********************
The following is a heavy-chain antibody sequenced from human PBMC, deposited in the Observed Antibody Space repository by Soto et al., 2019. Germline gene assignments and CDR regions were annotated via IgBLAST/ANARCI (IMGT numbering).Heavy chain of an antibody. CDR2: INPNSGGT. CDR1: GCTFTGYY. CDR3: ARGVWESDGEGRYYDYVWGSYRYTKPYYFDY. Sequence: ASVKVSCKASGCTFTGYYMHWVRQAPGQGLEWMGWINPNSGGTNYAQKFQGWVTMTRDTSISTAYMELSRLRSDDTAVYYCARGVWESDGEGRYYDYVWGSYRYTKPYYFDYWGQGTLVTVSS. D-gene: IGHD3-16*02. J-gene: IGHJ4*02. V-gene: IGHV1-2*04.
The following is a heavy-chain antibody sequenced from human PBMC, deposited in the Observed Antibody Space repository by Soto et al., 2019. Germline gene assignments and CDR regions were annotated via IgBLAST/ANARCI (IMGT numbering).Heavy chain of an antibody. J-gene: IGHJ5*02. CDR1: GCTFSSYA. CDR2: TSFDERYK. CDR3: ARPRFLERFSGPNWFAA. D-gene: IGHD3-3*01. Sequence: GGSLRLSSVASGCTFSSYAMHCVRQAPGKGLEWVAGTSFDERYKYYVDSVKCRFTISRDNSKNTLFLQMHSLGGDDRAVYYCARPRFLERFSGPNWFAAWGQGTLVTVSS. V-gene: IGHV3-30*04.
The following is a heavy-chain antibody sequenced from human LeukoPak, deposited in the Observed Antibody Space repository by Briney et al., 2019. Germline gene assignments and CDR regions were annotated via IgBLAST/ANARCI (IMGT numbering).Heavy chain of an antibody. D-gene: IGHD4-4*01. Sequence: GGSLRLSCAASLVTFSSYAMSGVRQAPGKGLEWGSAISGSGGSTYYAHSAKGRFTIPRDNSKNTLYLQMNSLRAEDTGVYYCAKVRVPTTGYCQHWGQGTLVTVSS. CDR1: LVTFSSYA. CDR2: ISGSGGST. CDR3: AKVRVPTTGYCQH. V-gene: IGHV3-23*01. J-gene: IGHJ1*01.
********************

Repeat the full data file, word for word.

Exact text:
The following is a heavy-chain antibody sequenced from human PBMC, deposited in the Observed Antibody Space repository by Soto et al., 2019. Germline gene assignments and CDR regions were annotated via IgBLAST/ANARCI (IMGT numbering).Heavy chain of an antibody. CDR2: INPNSGGT. CDR1: GCTFTGYY. CDR3: ARGVWESDGEGRYYDYVWGSYRYTKPYYFDY. Sequence: ASVKVSCKASGCTFTGYYMHWVRQAPGQGLEWMGWINPNSGGTNYAQKFQGWVTMTRDTSISTAYMELSRLRSDDTAVYYCARGVWESDGEGRYYDYVWGSYRYTKPYYFDYWGQGTLVTVSS. D-gene: IGHD3-16*02. J-gene: IGHJ4*02. V-gene: IGHV1-2*04.
The following is a heavy-chain antibody sequenced from human PBMC, deposited in the Observed Antibody Space repository by Soto et al., 2019. Germline gene assignments and CDR regions were annotated via IgBLAST/ANARCI (IMGT numbering).Heavy chain of an antibody. J-gene: IGHJ5*02. CDR1: GCTFSSYA. CDR2: TSFDERYK. CDR3: ARPRFLERFSGPNWFAA. D-gene: IGHD3-3*01. Sequence: GGSLRLSSVASGCTFSSYAMHCVRQAPGKGLEWVAGTSFDERYKYYVDSVKCRFTISRDNSKNTLFLQMHSLGGDDRAVYYCARPRFLERFSGPNWFAAWGQGTLVTVSS. V-gene: IGHV3-30*04.
The following is a heavy-chain antibody sequenced from human LeukoPak, deposited in the Observed Antibody Space repository by Briney et al., 2019. Germline gene assignments and CDR regions were annotated via IgBLAST/ANARCI (IMGT numbering).Heavy chain of an antibody. D-gene: IGHD4-4*01. Sequence: GGSLRLSCAASLVTFSSYAMSGVRQAPGKGLEWGSAISGSGGSTYYAHSAKGRFTIPRDNSKNTLYLQMNSLRAEDTGVYYCAKVRVPTTGYCQHWGQGTLVTVSS. CDR1: LVTFSSYA. CDR2: ISGSGGST. CDR3: AKVRVPTTGYCQH. V-gene: IGHV3-23*01. J-gene: IGHJ1*01.